Before any proposals are taken forward, we anticipate undertaking a wide-ranging consultation, which will include elected representatives, civil society, business and individuals, as well as government at all levelsincluding the devolved Administrations and local government. However, no decision has yet been taken on the publication date of any consultation paper.
Mr. Leslie: The Civil Contingencies Secretariat is accountable to the Prime Minister through the Secretary of the Cabinet and to the Ministers who chair the Committees and Sub-Committees that the secretariat services. The Home Secretary chairs the Civil Contingencies Committee.
Mrs. Roche: The mission of the Government Office for London (GOL) is to make London a better place by working with partner organisations to promote the Government's policies and achievement of their planned outcomes. GOL delivers policies and programmes for six Departments with a programme budget of over £2 billion in 200102. Its main activities are neighbourhood renewal, planning, skills and education, enterprise, sustainable development, housing, crime and community safety and culture. It is also a main liaison point with the Greater London Authority.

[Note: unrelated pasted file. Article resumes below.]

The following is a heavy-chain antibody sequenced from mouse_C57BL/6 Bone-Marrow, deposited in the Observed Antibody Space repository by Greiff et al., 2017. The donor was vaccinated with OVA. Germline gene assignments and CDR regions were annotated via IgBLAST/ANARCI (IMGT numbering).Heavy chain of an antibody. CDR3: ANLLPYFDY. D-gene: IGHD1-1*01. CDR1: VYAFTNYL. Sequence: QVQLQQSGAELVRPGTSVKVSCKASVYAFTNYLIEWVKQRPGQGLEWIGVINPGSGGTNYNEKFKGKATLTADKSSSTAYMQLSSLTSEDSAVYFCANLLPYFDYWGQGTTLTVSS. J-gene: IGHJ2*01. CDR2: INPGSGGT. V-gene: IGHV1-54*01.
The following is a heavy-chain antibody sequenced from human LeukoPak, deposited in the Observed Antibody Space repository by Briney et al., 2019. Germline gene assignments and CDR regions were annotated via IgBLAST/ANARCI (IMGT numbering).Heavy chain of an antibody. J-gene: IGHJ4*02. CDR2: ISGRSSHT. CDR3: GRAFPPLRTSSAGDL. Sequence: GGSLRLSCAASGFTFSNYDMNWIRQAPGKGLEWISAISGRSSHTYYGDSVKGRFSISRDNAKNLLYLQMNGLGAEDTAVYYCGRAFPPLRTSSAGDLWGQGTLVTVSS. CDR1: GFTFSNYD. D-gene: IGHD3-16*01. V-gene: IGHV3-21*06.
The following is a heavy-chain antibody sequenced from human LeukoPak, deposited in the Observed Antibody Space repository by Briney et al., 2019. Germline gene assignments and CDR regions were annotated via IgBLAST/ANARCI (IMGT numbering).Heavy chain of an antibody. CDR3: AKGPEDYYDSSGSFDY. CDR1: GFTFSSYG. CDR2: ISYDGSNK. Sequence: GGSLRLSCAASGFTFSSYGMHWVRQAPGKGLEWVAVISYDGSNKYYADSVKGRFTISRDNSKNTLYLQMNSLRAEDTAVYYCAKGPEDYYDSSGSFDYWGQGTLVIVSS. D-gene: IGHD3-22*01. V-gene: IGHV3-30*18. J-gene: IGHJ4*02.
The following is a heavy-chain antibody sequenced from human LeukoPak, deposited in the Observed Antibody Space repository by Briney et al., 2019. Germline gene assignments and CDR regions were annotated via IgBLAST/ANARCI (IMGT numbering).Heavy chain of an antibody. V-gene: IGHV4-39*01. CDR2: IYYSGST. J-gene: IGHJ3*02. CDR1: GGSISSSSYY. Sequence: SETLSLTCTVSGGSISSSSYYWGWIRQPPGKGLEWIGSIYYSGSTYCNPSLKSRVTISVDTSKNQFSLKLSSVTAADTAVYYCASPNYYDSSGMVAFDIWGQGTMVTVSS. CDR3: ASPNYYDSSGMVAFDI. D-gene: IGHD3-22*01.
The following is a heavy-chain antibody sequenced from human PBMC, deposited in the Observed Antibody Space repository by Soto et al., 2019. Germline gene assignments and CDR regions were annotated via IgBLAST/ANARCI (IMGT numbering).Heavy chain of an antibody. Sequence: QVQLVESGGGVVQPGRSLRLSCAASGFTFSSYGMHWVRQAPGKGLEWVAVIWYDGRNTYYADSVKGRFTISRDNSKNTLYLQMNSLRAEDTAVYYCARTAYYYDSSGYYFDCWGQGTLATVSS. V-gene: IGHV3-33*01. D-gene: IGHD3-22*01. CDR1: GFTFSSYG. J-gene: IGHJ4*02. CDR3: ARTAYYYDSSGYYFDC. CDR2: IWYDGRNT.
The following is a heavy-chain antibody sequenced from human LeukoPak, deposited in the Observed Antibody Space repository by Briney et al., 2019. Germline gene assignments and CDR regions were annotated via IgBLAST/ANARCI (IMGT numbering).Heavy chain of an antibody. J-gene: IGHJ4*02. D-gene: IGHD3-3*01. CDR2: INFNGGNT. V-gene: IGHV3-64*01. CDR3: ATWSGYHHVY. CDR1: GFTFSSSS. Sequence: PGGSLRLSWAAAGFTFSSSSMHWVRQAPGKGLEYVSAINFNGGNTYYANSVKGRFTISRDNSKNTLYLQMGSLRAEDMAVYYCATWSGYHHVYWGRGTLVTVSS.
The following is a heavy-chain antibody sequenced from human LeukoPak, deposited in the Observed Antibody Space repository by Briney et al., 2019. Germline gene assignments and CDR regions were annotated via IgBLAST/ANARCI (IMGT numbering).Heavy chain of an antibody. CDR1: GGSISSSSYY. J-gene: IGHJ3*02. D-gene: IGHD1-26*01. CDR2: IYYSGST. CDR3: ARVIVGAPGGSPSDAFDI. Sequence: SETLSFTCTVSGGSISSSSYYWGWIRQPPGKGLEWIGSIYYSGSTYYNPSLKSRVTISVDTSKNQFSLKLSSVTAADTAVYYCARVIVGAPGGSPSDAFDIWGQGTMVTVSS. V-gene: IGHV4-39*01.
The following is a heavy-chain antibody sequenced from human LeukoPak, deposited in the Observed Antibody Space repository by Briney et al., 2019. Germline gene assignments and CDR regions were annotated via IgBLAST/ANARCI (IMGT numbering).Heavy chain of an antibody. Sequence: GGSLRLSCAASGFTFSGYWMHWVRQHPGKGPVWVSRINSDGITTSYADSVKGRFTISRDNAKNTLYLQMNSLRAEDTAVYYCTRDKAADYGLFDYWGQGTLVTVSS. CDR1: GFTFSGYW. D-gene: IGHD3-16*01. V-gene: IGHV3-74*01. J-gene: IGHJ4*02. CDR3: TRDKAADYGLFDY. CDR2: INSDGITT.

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Some examples of what GOL has done in the past six months include the establishing of a Youth Crime team working in partnership of a Youth Crime team working in partnership with the police and boroughs to tackle youth crime and victimisation in 10 London boroughs; administration of nearly £600 million of European funds to 2006; and the launch of two Connexions Partnerships, to deliver services to young people in north and south London.
GOL is currently undertaking its mid-year review so I am unable to furnish my hon. Friend with details of performance for the past six months. However, a report on GOL's performance for the previous financial year is available in its annual review 200001 which is in the Library or accessible from GOL's website http//: www.go-london.gov.uk.
Mr. Heald: To ask the Parliamentary Secretary, Lord Chancellor's Department what was the average amount of money outstanding in maintenance arrears in respect of maintenance defaulters who have appeared before Huntingdon family proceedings court in 2001. 
Mr. Heald: To ask the Parliamentary Secretary, Lord Chancellor's Department what is the total amount of money owed in respect of arrears of maintenance under orders registered at Peterborough magistrates' court.